It lasted four months before the WWE realized there wasn't enough individual talent to keep the idea afloat, but arrested to the idea they took it a step further by creating "The Corporate Ministry". It's was one of the most non-nonsensical unions in recent memory that attempted to fuse a successful dominant entity with an ugly vestigial tail. Three months later it was over.

3. Know when the party's over

Breaking a stable is just as important as forming one. The key to keeping a group in the public's favor is never having it overstay its welcome. If that's achieved you can bring them back over and over again without consequence, done poorly you have the short-lived nWo era in the WWE post-purchase that makes the audience feel like they're being tricked in order to buy more T-shirts.

The Nation of Domination is a great example. Its early incarnation was great. Sure it was a little extremely divisive, but ostensibly being the Black Panthers in sports entertainment drew huge heat. Farooq was the perfect leader and the transition in leadership to The Rock pushed him into the stratosphere, but the WWE continued to beat the dead horse after Rock got his push to main event status.

Nobody remembers the final days of "The Nation" nor should they, Owen Hart led the group for some unknown reason and finally it was just D'Lo Brown and Mark Henry -- which was exactly as appealing as it sounds.

Remember the Four Horsemen? Yeah, their final iteration in 1999 was Ric Flair, Chris Benoit, Dean Malenko (all okay) ... then referee Charles Robinson and David Flair. Woof.

Things to avoid

1. Being weird is a shitty premise for a stable

This is a well the WWE keeps trying to draw water from and it's proven to be a cess pool. Time and time again we've seen the concept of weirdos try and form a stable and it just doesn't work.

There's a key difference between being counter-culture like Degeneration X and carnival freaks like The Oddities. People want to be a part of the former, because that's cool -- nobody wants to be in the second. It's like the difference between laughing with someone and at someone, too often that's confused.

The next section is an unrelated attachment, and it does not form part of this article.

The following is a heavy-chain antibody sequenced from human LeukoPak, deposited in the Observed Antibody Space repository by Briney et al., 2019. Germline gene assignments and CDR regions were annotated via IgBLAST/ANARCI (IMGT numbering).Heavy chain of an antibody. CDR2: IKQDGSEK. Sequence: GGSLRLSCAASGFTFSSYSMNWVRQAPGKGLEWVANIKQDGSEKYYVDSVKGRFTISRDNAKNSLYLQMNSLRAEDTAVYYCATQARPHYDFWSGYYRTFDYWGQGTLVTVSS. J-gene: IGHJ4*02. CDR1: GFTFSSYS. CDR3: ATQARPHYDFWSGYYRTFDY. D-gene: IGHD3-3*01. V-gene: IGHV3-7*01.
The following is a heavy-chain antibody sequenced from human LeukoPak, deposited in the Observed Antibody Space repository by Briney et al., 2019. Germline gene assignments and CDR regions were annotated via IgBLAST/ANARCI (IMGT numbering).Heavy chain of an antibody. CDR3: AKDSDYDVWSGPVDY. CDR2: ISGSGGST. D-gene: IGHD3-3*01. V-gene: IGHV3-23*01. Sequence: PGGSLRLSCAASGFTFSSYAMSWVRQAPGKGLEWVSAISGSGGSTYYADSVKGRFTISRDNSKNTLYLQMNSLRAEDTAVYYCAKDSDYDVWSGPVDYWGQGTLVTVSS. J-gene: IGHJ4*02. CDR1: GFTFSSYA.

The Brood is a classic example of being weird for weird's sake, although they had larger issues dealing with the fact they were basically riding the wave of popularity from the movie Blade and Gangrel was awful. What about the MIA in WCW? A group of weird gimmicks layered on top of a military theme? How the heck didn't that work!?

This is the primary concern for Adam Rose entering the WWE. Vignettes have been running for weeks on Raw about his "party time" persona and it's far too easy to transition that into leading a stable of furries and jobbers that will hurt his potential.

2. Heath Slater is wrestling stable polio

This goes back to the idea that sometimes you have a guy you just don't know what to do with. Slater is a superstar the WWE desperately needs because he's a great jobber and sells things well without complaint, but sticking him in a stable just brings a bunch of suck to anyone he's with.

Herein lies the problem: We all know he's a jobber. Fans are too smart these days to have the wool pulled over their eyes and when you make him leader of a stable it immediately brings the assumption that everyone with him is a jobber.

Regardless of whatever locker room politics are behind Drew McIntyre disappearing, being saddled with Slater isn't helping him. Perhaps Vince's pet project will never be what Mr. McMahon thought he would be, but there is no use pushing him while part of 3MB.

3. Don't spin stables off of stables

When a promotion tries to splinter a stable to double-up on success it's not smart, it's greed. The endless run of nWo offshoots killed the premise in WCW. It's not a "world order" when you have five different groups fighting each other.

This applies to cross-promotion hi-jinks too. It's not a threat anymore thanks to WWE monopolizing the business, but groups like The Filthy Animals were formed only to be WCW's answer to Degeneration X. If the group can't get over on their own, drop it. It looks dumb otherwise and fans are too smart.